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I'm trying to figure out whether the following series diverges or converges by using D'Alemberts (quotientcriteria), Cauchy (integral- and rootcriteria) and Leibniz convergence test for alternating series as well as direct comparisson tests.

$$ \sum_{k=2}^\infty \frac{1}{(ln(k!))^2} $$

I'm very unclear on how to parse this series. My guess is that I have to find a series which is smaller since my guess is that it does converge.

$$ ln(k!)\geq ln(k) => \frac{1}{ln(k)}\geq \frac {1}{ln(k!)}$$

But after trying the quotient criteria:

$$ \frac{(ln(k))^2}{(ln(k+1))^2} $$

I find it unclear how to continue.

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  • $\begingroup$ Use D'Alembert's ratio test $\endgroup$ – Empty Mar 12 '15 at 16:40
  • $\begingroup$ I've tried that but I don't know how to evaluate factorials within log so i get stuck at $\frac{(ln(k!))^2}{(ln(k+1)!))^2}$ $\endgroup$ – Strange Brew Mar 12 '15 at 16:43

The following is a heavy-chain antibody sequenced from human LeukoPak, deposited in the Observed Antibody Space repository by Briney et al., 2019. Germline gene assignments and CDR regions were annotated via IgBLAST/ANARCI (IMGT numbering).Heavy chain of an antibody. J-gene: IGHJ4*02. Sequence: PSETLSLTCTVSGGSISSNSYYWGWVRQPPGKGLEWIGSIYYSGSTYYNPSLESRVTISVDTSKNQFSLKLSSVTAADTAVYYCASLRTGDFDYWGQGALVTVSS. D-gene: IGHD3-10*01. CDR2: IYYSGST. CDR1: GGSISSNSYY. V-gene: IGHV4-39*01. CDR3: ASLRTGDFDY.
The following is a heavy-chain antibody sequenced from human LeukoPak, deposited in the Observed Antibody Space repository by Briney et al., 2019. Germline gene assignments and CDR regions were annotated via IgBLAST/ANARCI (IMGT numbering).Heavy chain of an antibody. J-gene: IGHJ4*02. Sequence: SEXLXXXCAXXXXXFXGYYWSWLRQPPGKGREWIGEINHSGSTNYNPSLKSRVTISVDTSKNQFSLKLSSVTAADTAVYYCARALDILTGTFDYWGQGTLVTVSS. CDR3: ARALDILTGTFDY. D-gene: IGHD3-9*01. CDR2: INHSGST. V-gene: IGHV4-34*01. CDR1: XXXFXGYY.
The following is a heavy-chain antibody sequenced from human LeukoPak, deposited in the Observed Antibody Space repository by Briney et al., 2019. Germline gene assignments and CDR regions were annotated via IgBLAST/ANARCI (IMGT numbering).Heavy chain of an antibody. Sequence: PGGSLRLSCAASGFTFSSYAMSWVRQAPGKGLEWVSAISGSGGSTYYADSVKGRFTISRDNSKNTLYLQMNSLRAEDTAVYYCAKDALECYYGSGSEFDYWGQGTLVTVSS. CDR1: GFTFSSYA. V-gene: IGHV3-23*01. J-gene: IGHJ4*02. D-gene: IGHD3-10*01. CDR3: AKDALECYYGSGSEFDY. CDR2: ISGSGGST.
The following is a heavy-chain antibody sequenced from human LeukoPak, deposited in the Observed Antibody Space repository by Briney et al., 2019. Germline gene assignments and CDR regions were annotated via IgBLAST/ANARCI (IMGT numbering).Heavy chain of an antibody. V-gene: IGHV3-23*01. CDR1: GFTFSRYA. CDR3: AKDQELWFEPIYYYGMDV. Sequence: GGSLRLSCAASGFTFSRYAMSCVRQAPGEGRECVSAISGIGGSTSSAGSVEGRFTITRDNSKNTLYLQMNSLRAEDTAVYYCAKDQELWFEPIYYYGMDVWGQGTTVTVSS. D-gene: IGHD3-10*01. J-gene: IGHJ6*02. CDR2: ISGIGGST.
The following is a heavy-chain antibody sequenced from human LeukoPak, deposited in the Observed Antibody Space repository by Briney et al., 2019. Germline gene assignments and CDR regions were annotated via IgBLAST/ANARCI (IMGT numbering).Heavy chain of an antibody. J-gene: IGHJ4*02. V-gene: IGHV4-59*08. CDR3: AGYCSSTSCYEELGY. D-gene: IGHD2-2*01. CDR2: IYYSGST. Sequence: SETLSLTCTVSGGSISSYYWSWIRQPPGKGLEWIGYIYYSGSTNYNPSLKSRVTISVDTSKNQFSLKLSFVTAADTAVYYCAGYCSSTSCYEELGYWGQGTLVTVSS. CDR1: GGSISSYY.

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    $\begingroup$ First show that for $k\ge 2$ we have $k!\ge 2^{k-1}$. $\endgroup$ – André Nicolas Mar 12 '15 at 16:48
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Of course it converges. You just have to show that $\ln(k!)^2$ grows fast enough.

For example: We have $k!\ge (k/2)^{k/2}$, so for $k\ge 6$,

$$\ln(k!)^2\ge \frac{k^2}4 \ln(k/2)^2\ge \frac{k^2}{4}$$

and $\sum\limits_{k=2}^\infty \frac1{k^2}$ converges, so by comparison your series also does.

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  • $\begingroup$ Thanks, thats something I didn't know. Useful approximation! $\endgroup$ – Strange Brew Mar 12 '15 at 18:27

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